It bears mentioning that the kind of authentic biblical unity to which Warner and Smith point could only be achieved through the power of the Holy Spirit. Transformed people, it seems, were uniquely equipped to enjoy a new sort of unity. Anything less than this new, transformed unity was to be rejected as human attempts at community or fellowship, however noble in their intent, were doomed to fail. On this point, the 1921 Yearbook of the Church of God was clear. “The unity which God demands is not a mere outward union or confederacy of man-made churches, but is a soul fellowship resulting from the experience of spiritual birth into the family of God” (Morrison 1921, 5). Writing a decade later, C.E. Brown urged his readers not to settle for anything less than transformative unity. The call to true unity, according to Brown, required “the total abolition of all formal organic denominational divisions among Christian people; not to merge the denominations, but to abolish them is our duty” (Brown 1978, 429).
This, then, leads us to something of a paradox. Early Church of God thinkers believed that transformative biblical unity could only be enjoyed by those who had rejected human-made organizations. Thus, the pioneers called men and women to “come out” and “away” from their denominational churches—from “protestant sectism”—in order to attain true Christian unity (Warner 1883). On this, D.S. Warner was unequivocal. Addressing his detractors in an 1882 edition of The Gospel Trumpet, Warner noted that leaders in the denominations agreed with him in asserting that there could only be “but one church of God” (qtd. in Byers 1966, 303). The problem, as Warner noted, was that even as they asserted the unity of the body, his critics did so from their positions in different “churches”—each with its own creed and parochial policies for membership. “You say that sects are wrong,” wrote Warner, “but advise God’s children to continue in the wrong. I claim that sects are wrong, and therefore say, Come out from among them, as saith the Lord. Men professing godliness should act consistently with their belief” (qtd. in Byers 1966, 303).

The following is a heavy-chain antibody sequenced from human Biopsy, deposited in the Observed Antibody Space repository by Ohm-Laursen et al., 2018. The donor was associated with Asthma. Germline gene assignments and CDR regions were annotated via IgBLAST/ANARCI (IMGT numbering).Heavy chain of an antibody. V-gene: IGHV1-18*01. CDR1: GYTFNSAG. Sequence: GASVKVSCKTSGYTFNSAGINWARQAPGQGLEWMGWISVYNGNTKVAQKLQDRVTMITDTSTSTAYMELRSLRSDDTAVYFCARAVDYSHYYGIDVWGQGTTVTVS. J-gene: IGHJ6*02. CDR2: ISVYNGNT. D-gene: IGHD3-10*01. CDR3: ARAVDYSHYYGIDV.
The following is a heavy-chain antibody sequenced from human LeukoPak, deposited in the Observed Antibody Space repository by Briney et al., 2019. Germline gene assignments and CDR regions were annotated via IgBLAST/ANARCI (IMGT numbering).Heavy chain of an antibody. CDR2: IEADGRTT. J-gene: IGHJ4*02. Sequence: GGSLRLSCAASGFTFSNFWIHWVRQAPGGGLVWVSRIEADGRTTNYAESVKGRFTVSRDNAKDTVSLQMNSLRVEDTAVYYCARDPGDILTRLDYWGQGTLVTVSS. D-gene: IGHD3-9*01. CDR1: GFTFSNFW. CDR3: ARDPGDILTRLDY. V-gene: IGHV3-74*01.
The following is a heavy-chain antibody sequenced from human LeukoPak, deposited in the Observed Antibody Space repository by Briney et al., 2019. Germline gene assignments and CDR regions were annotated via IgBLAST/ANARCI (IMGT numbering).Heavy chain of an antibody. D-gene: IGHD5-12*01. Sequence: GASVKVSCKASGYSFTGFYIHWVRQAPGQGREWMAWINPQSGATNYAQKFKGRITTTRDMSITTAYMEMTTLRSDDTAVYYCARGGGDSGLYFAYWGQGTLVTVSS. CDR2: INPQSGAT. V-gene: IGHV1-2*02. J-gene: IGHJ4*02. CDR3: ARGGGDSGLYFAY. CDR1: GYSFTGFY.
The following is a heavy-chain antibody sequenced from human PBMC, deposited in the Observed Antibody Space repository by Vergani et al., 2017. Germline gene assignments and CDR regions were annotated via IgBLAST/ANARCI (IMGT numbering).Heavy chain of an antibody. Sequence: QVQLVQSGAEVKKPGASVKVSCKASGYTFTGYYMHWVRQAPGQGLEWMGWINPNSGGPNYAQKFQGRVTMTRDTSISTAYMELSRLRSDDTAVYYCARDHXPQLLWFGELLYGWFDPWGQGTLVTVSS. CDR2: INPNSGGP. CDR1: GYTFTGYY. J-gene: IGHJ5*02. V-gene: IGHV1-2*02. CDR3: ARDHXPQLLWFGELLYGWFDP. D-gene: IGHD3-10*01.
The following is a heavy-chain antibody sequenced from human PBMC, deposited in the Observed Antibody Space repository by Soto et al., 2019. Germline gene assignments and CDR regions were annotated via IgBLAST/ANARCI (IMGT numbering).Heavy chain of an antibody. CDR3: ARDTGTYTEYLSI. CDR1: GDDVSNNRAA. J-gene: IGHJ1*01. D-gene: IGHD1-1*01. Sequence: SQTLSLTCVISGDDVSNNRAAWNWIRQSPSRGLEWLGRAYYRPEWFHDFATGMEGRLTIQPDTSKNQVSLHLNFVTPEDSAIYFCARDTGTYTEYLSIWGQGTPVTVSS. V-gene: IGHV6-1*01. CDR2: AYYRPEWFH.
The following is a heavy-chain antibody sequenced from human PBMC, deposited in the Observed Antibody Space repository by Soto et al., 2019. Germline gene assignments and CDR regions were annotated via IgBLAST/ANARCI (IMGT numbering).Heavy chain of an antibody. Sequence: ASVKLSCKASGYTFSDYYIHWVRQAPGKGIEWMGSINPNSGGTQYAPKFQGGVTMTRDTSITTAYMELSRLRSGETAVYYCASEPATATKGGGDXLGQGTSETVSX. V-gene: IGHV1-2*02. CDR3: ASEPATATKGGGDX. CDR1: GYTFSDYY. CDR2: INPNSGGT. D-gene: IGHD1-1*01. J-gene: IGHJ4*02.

Later thinkers affirmed the idea that unity could only be attained by a people whose lives had been thoroughly transformed. According to F.G. Smith, “[T]he same experience of salvation which brings the person into living touch with Christ also brings him into vital relationship, through the Spirit, with all others who have received a like experience” (Smith 1945, 159). Paradoxically, the experience of being set apart—of movement away—made possible the fruit of movement towards, or unity. Or as Smith put it, “In the early church, purity and unity went hand in hand, for wherever perfect holiness is, there is spiritual unity of believers as a natural result” (Smith 1945, 162). In detailing the core beliefs of the movement, the 1921 Yearbook of the Church of God also underscored the link between holiness and unity. “According to the Bible, the church of God is the universal body of the saved, believers. All who are truly regenerated by the Spirit are ‘born again,’ are partakers of Christ, hence are accounted members of the Body of Christ (Rom. 12:4, 5; 1 Cor. 12:13)” (Morrison 1921, 4). For the early Church of God, holiness and unity were inextricably bound, as the latter testified to the true experience of the former. On this, perhaps Warner and Riggle said it best: “The perfection of the saints is attained in entire sanctification,” the “unity of faith [is] its inevitable fruit” (1903, 263).
Holiness, Unity, and Anderson University